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Humour has been purported to be an effective communication device (e.g., Bippus et al., 2012) and an important driver of individual behaviour and interpersonal relationships. Many firms recognise the effectiveness of humour usage for engaging customers and as a source of competitive advantage (Heil et al., 2010). In electronic and interpersonal service encounters alike, employees’ humour use increases enjoyment and encounter satisfaction (van Dolen et al, 2008; Chiew et al, 2018). Given that good personal interactions and ongoing rapport boost service recovery outcomes and dampen the negative effects of service failures (DeWitt and Brady, 2003), it is surprising that the use of humour has not, to date, been examined in a service failure/recovery context. Humour can contribute to successful service recovery because it softens emotional reactions as it makes a message less serious or threatening (Lefcourt et al., 1995), reduces negative emotions (Kuiper et al., 1995), and offers a mechanism to deliver critiques and explanations without negative interpersonal effects (Grugulis, 2002). Humour can also enhance a sender’s credibility (Meyer, 2000), which is important for a frontline employee addressing a service failure.
The purpose of this study is to examine the impact of an apology and/or compensation delivered in a humorous way on customers’ recovery satisfaction and word of mouth, and in how far these effects are mediated by perceptions of distributional justice and employee credibility. The results from an 2x3 (serious vs humorous apology; no compensation vs serious vs humorous compensation) experimental study (n=255) using video stimuli of a service failure/recovery in a restaurant setting indicate that humour should be used with caution. An apology coupled with humour has a consistently negative impact on recovery satisfaction and word of mouth. A humorous compensation decreases recovery satisfaction only where service criticality is high. Distribute justice mediates the effect of humours apology and compensation on recovery satisfaction and word of mouth, whereas employee credibility only affects word of mouth.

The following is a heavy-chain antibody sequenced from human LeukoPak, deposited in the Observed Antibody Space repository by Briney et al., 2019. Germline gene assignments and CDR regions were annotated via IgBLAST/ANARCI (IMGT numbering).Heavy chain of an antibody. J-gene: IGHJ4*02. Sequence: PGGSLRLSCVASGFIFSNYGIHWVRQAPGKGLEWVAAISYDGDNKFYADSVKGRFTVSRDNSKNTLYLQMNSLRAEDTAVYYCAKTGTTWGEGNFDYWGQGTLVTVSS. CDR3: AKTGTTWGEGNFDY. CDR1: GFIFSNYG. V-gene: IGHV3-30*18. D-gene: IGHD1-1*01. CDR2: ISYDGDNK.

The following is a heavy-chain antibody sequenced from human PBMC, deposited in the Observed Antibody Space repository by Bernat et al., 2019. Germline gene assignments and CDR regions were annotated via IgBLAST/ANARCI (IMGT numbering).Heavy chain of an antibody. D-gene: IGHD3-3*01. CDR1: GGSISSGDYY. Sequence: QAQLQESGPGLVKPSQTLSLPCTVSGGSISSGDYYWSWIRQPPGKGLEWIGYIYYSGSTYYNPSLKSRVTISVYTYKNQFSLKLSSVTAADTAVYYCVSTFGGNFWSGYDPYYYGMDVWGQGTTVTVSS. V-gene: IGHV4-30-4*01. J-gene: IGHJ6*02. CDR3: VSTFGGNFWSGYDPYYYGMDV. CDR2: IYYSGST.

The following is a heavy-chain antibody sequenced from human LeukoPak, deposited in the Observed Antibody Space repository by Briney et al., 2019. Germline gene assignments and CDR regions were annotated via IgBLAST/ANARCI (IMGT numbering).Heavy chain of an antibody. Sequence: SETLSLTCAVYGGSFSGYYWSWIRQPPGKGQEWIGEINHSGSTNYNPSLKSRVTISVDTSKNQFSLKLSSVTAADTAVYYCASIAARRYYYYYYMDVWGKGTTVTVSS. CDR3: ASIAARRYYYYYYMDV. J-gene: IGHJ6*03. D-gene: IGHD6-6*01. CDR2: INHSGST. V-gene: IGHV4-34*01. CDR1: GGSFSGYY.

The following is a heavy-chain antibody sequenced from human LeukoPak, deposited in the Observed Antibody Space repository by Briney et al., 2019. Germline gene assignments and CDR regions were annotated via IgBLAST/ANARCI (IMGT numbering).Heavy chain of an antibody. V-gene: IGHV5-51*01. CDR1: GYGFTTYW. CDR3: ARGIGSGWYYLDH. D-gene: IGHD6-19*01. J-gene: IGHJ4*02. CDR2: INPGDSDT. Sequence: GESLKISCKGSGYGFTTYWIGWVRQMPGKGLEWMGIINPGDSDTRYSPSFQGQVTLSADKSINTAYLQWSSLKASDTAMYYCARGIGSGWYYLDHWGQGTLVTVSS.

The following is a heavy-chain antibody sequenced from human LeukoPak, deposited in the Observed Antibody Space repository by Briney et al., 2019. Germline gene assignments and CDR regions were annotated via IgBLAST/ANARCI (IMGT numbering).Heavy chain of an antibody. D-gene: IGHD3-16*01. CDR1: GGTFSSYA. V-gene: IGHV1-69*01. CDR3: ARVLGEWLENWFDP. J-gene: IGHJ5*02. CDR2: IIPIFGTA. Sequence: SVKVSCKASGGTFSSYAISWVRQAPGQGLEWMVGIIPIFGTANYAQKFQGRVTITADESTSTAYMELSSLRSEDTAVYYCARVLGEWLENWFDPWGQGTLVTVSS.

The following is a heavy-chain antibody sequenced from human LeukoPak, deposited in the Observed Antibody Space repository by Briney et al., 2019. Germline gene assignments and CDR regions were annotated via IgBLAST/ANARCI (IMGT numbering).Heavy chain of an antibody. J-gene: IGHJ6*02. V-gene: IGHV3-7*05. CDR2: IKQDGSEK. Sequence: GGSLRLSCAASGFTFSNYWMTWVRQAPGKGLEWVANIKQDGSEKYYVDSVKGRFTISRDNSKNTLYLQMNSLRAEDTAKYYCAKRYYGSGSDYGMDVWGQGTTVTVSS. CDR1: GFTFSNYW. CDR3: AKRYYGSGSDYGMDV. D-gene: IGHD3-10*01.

We add in a small but important way to the service recovery and communication literatures. From a managerial perspective, an apology is the first step in successful service recovery; customers clearly prefer a non-humorous apology communicated with a sense of seriousness that shows their complaint is being taken seriously. Compensation (a measure of distributive justice) then typically follows an apology. Our results suggest that service criticality determines whether humorous compensation is appropriate and can aid in restoring customers to a state of satisfaction.